Public outcry as MPs’ set to get 11 percent pay rise

Photo: Adriano Aurelio Araujo, Flickr

The new proposals have sparked outrage against Parliament (Adriano Aurelio Araujo, Flickr)


MPs’ pay should be increased by nearly than £8,000 to £74,000 after 2015, the Commons expenses watchdog has said.

The Independent Parliamentary Standards Authority (Ipsa) has proposed the changes today but has also recommended reducing MPs’ perks such as claiming dinners on expenses.

However, several MPs are warning that the proposals will face a major public backlash.

Nima Green reports.

Changes to MP’s pay was always going to be controversial.

The lingering mistrust against politicians from the 2009 expenses scandal, as well as the recent cash-for-access furore, continues to taint Parliament.

The Independent Parliamentary Standards Authority or Ipsa, was set up as an independent body after 2009 to try and re-build public trust, by taking decisions on MPs pay and expenses away from politicians.

However, today’s proposals have been bet by a heavy barrage of criticism from many MPs as well as public sector unions, some of which have demanded a similar pay rise for their members.

David Cameron has said that MPs costing more to taxpayers was “unthinkable” and Nick Clegg and Ed Miliband have both said they would refuse to take such a huge pay rise.

Raising concerns

The current basic pay for MPs is £66,396, but that would change to £74,000 by 2015, which at a rise of £7,604  is an 11.45% increase – well ahead of current  and projected levels of inflation.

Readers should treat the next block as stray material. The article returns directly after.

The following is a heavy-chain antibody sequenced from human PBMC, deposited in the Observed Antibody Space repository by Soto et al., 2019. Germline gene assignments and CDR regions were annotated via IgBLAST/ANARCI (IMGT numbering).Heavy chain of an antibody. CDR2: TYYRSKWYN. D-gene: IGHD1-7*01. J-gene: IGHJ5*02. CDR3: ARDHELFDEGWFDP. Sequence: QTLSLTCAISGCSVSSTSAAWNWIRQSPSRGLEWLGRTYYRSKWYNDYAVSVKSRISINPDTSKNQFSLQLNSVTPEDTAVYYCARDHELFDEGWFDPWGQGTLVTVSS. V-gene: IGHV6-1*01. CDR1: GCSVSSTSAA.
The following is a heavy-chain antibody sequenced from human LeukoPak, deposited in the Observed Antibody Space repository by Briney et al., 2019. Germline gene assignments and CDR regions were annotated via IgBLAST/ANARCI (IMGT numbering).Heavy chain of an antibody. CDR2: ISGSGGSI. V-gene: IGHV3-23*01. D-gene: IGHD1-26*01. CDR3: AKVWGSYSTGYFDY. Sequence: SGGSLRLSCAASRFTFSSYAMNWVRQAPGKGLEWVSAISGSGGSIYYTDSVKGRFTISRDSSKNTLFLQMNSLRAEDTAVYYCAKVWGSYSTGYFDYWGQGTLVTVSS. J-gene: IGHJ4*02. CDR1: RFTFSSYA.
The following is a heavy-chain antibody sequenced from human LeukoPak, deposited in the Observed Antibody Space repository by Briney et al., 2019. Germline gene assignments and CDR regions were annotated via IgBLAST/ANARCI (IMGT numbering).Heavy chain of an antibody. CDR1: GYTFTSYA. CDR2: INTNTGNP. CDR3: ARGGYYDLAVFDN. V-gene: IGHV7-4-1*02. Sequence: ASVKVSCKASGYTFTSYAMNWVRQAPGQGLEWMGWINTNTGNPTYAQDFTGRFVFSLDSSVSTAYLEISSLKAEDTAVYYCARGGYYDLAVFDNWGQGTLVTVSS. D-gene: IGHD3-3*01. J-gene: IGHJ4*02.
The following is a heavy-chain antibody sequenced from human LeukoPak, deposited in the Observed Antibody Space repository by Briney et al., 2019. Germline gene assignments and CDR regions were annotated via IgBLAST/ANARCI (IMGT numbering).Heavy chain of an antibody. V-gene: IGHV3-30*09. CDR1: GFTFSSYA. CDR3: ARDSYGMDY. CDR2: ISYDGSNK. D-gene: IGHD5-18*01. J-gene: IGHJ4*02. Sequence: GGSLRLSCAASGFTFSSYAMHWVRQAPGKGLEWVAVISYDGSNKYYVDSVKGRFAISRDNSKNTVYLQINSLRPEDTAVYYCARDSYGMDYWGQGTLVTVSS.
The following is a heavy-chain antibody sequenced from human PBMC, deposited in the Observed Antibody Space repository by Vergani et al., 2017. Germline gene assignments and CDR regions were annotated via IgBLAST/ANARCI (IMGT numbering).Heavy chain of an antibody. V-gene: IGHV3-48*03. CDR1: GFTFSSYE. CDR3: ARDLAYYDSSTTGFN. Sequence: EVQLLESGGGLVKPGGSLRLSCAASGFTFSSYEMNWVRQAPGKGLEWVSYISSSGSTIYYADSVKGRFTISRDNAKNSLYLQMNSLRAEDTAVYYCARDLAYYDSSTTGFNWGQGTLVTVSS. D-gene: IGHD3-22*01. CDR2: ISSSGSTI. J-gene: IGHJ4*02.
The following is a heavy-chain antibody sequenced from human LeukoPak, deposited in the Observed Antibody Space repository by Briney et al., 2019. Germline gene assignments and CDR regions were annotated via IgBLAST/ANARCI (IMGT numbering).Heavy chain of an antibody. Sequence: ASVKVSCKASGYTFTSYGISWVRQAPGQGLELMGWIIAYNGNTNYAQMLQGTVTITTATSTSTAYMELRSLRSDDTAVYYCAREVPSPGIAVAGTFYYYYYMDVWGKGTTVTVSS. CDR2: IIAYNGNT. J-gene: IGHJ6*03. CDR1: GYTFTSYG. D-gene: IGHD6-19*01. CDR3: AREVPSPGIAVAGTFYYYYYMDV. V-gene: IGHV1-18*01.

However the chair of the Ipsa, Sir Ian Kennedy has said that the proposed changes are a package which also includes cuts to perks such as ending so-called golden goodbyes, where a leaving MP gets a £65,000 pay-off; dinner expenses, which have cost taxpayers £150,000 in three years; as well as reducing pension pay-outs.

Sir Ian said that the increased salary would also reduce the need for some MPs’ to seek additional income through second jobs.

Many MPs say they have to subsidies their office’s expenditure.

There also concerns by some, that not increasing MP’s pay would put-off people from poorer backgrounds from standing for election and result in less high-calibre candidates.

In 2010, a third of MPs had their salaries reduced by 30,000 when they left their former jobs and became MP’s.

The Ipsa estimate that the cost of their plan will £500,000 a year, but that it will save 7.5 million a year by 2015, through cracking down on MPs’ perks and allowances.

However, many are questioning the figures.

Angry public

Over the next two months MPs and the public will be able to take part in a consultation on the proposals.

However, some MPs have wasted no time in coming out to strongly condemn the plans for being unfair, and exposing them to public anger.

Michael Gove, the education secretary, has derided the Ipsa as a “silly organisation” and said that they can “stick” their proposals.

Some have said they would reject the pay-rise, and others have suggested scrapping the Ipsa altogether.

This is because currently MPs cannot block proposals from the body, as Parliament handed them complete control over pay 4 years ago.

It means that David Cameron is coming under increasing pressure to say whether MP’s will be allowed to vote on any changes in the future.

The Ipsa is due to publish its final plans in Autumn.

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